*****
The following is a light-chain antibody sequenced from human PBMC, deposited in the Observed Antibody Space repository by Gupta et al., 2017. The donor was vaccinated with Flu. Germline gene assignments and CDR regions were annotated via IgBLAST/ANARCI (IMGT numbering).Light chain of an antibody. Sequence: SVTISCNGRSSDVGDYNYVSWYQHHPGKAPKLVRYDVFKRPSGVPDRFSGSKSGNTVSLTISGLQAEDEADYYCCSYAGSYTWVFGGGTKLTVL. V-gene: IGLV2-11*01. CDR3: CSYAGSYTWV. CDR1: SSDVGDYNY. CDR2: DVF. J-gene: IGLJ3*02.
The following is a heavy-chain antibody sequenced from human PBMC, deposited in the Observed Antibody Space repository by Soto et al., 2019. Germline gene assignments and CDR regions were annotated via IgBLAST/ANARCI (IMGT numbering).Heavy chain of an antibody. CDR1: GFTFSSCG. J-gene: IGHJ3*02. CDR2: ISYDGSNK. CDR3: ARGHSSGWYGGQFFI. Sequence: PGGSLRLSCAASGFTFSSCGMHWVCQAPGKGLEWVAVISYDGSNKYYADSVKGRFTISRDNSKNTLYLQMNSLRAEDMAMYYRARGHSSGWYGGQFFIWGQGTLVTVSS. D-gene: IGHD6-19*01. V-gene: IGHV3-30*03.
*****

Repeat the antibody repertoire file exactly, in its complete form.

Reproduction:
The following is a light-chain antibody sequenced from human PBMC, deposited in the Observed Antibody Space repository by Gupta et al., 2017. The donor was vaccinated with Flu. Germline gene assignments and CDR regions were annotated via IgBLAST/ANARCI (IMGT numbering).Light chain of an antibody. Sequence: SVTISCNGRSSDVGDYNYVSWYQHHPGKAPKLVRYDVFKRPSGVPDRFSGSKSGNTVSLTISGLQAEDEADYYCCSYAGSYTWVFGGGTKLTVL. V-gene: IGLV2-11*01. CDR3: CSYAGSYTWV. CDR1: SSDVGDYNY. CDR2: DVF. J-gene: IGLJ3*02.
The following is a heavy-chain antibody sequenced from human PBMC, deposited in the Observed Antibody Space repository by Soto et al., 2019. Germline gene assignments and CDR regions were annotated via IgBLAST/ANARCI (IMGT numbering).Heavy chain of an antibody. CDR1: GFTFSSCG. J-gene: IGHJ3*02. CDR2: ISYDGSNK. CDR3: ARGHSSGWYGGQFFI. Sequence: PGGSLRLSCAASGFTFSSCGMHWVCQAPGKGLEWVAVISYDGSNKYYADSVKGRFTISRDNSKNTLYLQMNSLRAEDMAMYYRARGHSSGWYGGQFFIWGQGTLVTVSS. D-gene: IGHD6-19*01. V-gene: IGHV3-30*03.